Chobani yogurt founder to receive entrepreneur award

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It all started with an advertisement.

In 2005, Turkey-native Hamdi Ulukaya jumped at the chance to purchase a former New York Kraft Food plant. Now, seven years later, Ulukaya dominates the Greek yogurt market and has now been named the nation’s top entrepreneur by the U.S. Small Business Administration (SBA).

TimesUnion.com reports that Ulukaya , founder and CEO of Chobani yogurt, was honored by the SBA at a recent ceremony. He will receive the national award later this month at an event in Washington, D.C.

"A lot of exciting things are happening for the company. If you put your mind to something, put good people around you, and believe, anything is possible,” Ulukaya said in an SBA statement. “Chobani's story is, for me, if you really try hard, you can do anything.”

Things have changed a lot since Ulukaya purchased the aging Columbus plant in 2005 and began shipping the Chobani brand in 2007. Since then, his workforce has grown from 50 to 1,200 employees, with plants in Australia and California. They sell more than 1.7 million cases a week nationwide. Later this summer, the company also plans to open the world’s latest yogurt factory in Twin Falls, Idaho.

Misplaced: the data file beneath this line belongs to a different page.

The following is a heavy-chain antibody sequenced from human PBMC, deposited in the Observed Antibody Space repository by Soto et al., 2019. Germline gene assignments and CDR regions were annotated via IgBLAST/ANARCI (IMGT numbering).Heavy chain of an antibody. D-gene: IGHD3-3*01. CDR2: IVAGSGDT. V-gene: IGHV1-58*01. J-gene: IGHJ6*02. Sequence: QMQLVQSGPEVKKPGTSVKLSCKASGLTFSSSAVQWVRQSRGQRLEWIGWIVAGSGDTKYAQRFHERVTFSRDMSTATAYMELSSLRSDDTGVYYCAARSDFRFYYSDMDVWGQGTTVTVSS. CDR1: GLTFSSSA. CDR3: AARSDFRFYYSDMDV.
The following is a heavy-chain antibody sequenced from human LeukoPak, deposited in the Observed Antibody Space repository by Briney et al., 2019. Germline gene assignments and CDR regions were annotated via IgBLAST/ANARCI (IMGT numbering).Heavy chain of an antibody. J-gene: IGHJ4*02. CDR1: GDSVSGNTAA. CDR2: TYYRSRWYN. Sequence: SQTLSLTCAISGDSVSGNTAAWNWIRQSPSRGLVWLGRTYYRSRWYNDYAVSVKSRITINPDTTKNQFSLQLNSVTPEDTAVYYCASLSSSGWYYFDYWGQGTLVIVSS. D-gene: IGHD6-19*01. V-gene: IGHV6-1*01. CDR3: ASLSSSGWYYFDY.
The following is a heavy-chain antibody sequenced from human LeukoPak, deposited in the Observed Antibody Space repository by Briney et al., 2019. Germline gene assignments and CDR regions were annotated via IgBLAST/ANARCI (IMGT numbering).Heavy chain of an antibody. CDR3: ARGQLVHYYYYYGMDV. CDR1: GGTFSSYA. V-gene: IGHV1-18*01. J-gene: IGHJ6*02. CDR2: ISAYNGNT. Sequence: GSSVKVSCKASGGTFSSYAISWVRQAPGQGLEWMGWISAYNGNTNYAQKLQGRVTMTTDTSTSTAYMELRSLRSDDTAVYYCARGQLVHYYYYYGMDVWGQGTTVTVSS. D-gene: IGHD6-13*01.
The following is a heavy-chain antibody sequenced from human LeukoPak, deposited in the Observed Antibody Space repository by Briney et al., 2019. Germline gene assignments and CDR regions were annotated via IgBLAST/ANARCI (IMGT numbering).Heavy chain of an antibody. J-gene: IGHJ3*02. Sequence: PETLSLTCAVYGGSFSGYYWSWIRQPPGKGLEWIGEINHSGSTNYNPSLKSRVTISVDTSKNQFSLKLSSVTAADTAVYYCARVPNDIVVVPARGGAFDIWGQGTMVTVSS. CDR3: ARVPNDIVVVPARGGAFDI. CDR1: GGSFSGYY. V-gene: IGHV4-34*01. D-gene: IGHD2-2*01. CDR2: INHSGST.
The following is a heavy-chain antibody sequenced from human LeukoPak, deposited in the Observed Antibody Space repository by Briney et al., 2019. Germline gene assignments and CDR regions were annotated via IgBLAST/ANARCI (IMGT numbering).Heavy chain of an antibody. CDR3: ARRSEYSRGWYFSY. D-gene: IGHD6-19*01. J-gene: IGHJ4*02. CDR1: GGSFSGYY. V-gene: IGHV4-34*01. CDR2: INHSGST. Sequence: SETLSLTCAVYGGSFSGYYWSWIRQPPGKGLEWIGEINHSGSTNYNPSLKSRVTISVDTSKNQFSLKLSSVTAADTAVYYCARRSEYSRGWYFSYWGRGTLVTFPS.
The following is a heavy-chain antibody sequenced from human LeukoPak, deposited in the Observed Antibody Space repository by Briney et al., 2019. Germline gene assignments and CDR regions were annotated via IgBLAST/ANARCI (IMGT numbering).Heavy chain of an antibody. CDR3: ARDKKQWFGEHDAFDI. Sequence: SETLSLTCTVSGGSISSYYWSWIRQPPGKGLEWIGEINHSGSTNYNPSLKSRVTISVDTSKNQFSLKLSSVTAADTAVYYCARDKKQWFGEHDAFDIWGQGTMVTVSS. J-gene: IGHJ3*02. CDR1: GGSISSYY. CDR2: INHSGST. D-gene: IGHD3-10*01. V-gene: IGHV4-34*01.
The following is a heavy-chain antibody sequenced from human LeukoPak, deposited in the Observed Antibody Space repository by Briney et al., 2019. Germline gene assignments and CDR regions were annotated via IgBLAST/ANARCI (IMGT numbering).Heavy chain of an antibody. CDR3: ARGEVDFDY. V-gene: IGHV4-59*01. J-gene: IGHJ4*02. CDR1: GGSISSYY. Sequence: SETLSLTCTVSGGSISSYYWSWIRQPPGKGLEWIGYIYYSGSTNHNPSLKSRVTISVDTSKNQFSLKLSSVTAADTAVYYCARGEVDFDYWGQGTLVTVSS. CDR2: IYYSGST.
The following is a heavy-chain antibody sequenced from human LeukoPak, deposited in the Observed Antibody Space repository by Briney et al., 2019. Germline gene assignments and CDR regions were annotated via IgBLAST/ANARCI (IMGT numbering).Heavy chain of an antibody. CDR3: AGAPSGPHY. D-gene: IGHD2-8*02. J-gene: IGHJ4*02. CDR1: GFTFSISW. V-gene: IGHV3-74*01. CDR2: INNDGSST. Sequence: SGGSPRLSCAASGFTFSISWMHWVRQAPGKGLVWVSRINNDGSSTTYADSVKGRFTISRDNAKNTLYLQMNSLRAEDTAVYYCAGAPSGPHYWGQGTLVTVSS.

"We broke all the records along the way. We became the number one selling Greek yogurt, passing brands that had started six or seven years before us. We became the number one yogurt in the Northeast, and then we became the number one brand in the country," Ulukaya said. "Even though we make a lot of it, every batch has attention from us, meeting certain criteria to make sure it's good. We want to make good yogurt."

At a Dairy Farmers of America (DFA) annual meeting in March, Ulukaya shared with his success story. His drive for innovation, while keeping his product line simple, has helped keep his products popular. Read more about the amazing story of this cheese-maker turned yogurt-guru.  

The upstate New York industry has seen first-hand the economic impact of the Greek yogurt boom. U.S. Sen. Charles Schumer, D-N.Y., introduced legislation earlier this year that would help give dairy  darmers the financial tools to meet the growing milk demand necessary to produce Greek yogurt.

Chobani itself buys 25 million gallons of milk each week from local farmers, creating an annual economic impact of $300 million.

In addition to supporting local farmers and communities, the company also focuses on giving back to the community and helping many causes. They give 10 percent of their annual post-tax profits to Shepherd's Gift Foundation, Chobani’s charitable arm. Chobani also supports famine relief efforts in Somalia, cancer research, playgrounds for children and earthquake relief efforts in Turkey.



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